necessarily need to know. Pressed us to her with the serf' ous way she read,

to shove us away at just the moment, like dimwits, we seemed about to



Dee wanted nice things. A yellow organdy dress to wear to her grad uation

from high school; black pumps to match a green suit she'd made from an old

suit somebody gave me. She was determined to stare down any disaster in her

efforts. Her eyelids would not flicker for minutes at a time. Often I fought

off the temptation to shake her. At sixteen she had a style of her own: and

knew what style was.


I never had an education myself. After second grade the school was closed

down. Don't ask my why: in 1927 colored asked fewer questions than they do

now. Sometimes Maggie reads to me. She stumbles along good naturedly but

can't see well. She knows she is not bright. Like good looks and money,

quickness passes her by. She will marry John Thomas (who has mossy teeth in

an earnest face) and then I'll be free to sit here and I guess just sing

church songs to myself. Although I never was a good singer. Never could

carry a tune. I was always better at a man's job. I used to love to milk

till I was hooked in the side in '49. Cows are soothing and slow and don't

bother you, unless you try to milk them the wrong way.


I have deliberately turned my back on the house. It is three rooms, just

like the one that burned, except the roof is tin; they don't make shingle

roofs any more. There are no real windows, just some holes cut in the sides,

like the portholes in a ship, but not round and not square, with rawhide

holding the shutters up on the outside. This house is in a pasture, too,

like the other one. No doubt when Dee sees it she will want to tear it down.

She wrote me once that no matter where we "choose" to live, she will manage

to come see us. But she will never bring her friends. Maggie and I thought

about this and Maggie asked me, "Mama, when did Dee ever have any friends?"


She had a few. Furtive boys in pink shirts hanging about on washday after

school. Nervous girls who never laughed. Impressed with her they worshiped

the well turned phrase, the cute shape, the scalding humor that erupted like

bubbles in Iye. She read to them.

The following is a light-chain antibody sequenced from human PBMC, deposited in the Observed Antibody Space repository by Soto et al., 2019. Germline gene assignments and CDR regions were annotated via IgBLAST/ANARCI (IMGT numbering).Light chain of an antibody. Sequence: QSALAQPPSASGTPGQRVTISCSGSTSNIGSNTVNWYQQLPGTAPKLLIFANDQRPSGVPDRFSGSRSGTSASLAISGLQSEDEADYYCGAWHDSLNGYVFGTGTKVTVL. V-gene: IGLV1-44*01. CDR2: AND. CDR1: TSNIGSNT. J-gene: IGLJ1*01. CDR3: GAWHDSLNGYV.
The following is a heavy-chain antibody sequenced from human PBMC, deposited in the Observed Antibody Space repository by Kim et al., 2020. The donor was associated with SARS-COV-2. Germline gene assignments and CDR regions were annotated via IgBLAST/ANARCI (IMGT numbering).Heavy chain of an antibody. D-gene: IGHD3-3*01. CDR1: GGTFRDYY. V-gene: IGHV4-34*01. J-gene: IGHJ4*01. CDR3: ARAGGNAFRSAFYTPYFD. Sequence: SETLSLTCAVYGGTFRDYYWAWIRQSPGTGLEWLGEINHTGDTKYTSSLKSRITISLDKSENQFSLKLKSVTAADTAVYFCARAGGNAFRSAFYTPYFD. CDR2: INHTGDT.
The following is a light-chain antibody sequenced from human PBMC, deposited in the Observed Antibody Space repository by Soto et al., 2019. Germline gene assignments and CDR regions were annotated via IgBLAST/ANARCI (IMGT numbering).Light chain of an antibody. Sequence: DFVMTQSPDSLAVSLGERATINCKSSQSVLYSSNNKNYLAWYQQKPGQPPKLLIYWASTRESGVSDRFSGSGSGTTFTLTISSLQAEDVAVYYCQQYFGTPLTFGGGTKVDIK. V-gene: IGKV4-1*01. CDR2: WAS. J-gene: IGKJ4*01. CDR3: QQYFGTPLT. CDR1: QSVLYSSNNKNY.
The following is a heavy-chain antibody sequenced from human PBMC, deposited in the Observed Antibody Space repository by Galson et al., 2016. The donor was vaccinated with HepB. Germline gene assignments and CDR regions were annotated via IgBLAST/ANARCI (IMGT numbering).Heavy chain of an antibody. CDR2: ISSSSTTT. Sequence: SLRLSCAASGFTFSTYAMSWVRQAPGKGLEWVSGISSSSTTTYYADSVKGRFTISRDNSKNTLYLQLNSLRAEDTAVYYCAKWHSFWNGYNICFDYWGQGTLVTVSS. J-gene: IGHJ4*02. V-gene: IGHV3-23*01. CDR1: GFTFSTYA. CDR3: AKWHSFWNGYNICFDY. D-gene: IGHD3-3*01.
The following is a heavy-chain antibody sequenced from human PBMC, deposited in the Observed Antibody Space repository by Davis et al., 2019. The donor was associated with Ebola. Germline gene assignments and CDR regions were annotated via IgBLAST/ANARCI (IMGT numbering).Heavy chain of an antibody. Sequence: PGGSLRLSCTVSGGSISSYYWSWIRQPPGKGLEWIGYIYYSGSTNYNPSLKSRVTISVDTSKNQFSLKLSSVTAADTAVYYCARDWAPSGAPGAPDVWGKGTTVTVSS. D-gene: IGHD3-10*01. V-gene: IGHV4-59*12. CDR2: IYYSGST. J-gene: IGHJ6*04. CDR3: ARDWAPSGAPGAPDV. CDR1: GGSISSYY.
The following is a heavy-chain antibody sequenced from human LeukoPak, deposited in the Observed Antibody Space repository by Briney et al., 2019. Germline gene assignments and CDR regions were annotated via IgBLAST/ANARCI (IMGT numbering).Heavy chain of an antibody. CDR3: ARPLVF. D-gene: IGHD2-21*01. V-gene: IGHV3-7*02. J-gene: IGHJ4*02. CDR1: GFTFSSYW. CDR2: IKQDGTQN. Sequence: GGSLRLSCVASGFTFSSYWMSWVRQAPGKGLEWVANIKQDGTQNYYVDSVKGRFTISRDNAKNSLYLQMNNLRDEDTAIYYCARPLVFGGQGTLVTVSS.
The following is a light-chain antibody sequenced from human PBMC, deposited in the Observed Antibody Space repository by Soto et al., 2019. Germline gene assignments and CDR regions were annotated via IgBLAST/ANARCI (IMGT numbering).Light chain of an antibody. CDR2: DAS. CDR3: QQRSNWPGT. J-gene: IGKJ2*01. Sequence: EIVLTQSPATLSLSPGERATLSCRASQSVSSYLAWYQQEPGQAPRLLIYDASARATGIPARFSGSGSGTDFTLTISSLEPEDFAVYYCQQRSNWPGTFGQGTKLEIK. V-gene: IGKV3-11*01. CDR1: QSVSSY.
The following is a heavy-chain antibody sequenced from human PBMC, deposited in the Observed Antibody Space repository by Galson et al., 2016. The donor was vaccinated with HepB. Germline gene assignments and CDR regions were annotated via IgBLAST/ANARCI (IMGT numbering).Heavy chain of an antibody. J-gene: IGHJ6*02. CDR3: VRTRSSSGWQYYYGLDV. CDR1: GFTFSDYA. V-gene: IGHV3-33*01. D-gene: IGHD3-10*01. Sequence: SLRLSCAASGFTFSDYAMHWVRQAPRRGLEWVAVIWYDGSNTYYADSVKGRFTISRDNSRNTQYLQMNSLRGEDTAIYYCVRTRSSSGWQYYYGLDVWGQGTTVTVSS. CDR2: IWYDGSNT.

When she was courting Jimmy T she didn't have much time to pay to us, but

turned all her faultfinding power on him. He flew to marry a cheap city girl

from a family of ignorant flashy people. She hardly had time to recompose



When she comes I will meetÑbut there they are!


Maggie attempts to make a dash for the house, in her shuffling way, but I

stay her with my hand. "Come back here, " I say. And she stops and tries to

dig a well in the sand with her toe.


It is hard to see them clearly through the strong sun. But even the first

glimpse of leg out of the car tells me it is Dee. Her feet were always neat

looking, as if God himself had shaped them with a certain style. From the

other side of the car comes a short, stocky man. Hair is all over his head a

foot long and hanging from his chin like a kinky mule tail. I hear Maggie

suck in her breath. "Uhnnnh, " is what it sounds like. Like when you see the

wriggling end of a snake just in front of your foot on the road. "Uhnnnh."


Dee next. A dress down to the ground, in this hot weather. A dress so loud

it hurts my eyes. There are yellows and oranges enough to throw back the

light of the sun. I feel my whole face warming from the heat waves it throws

out. Earrings gold, too, and hanging down to her shoul ders. Bracelets

dangling and making noises when she moves her arm up to shake the folds of

the dress out of her armpits. The dress is loose and flows, and as she walks

closer, I like it. I hear Maggie go "Uhnnnh" again. It is her sister's hair.

It stands straight up like the wool on a sheep. It is black as night and

around the edges are two long pigtails that rope about like small lizards

disappearing behind her ears.


"Wa su zo Tean o!" she says, coming on in that gliding way the dress makes

her move. The short stocky fellow with the hair to his navel is all grinning

and he follows up with "Asalamalakim, my mother and sister!" He moves to hug

Maggie but she falls back, right up against the back of my chair. I feel her

trembling there and when I look up I see the perspiration falling off her



"Don't get up," says Dee. Since I am stout it takes something of a push. You

can see me trying to move a second or two before I make it. She turns,

showing white heels through her sandals, and goes back to the car. Out she

peeks next with a Polaroid. She stoops down quickly and lines up picture

after picture of me sitting there in front of the house with Maggie cowering

behind me. She never takes a shot without mak' ing sure the house is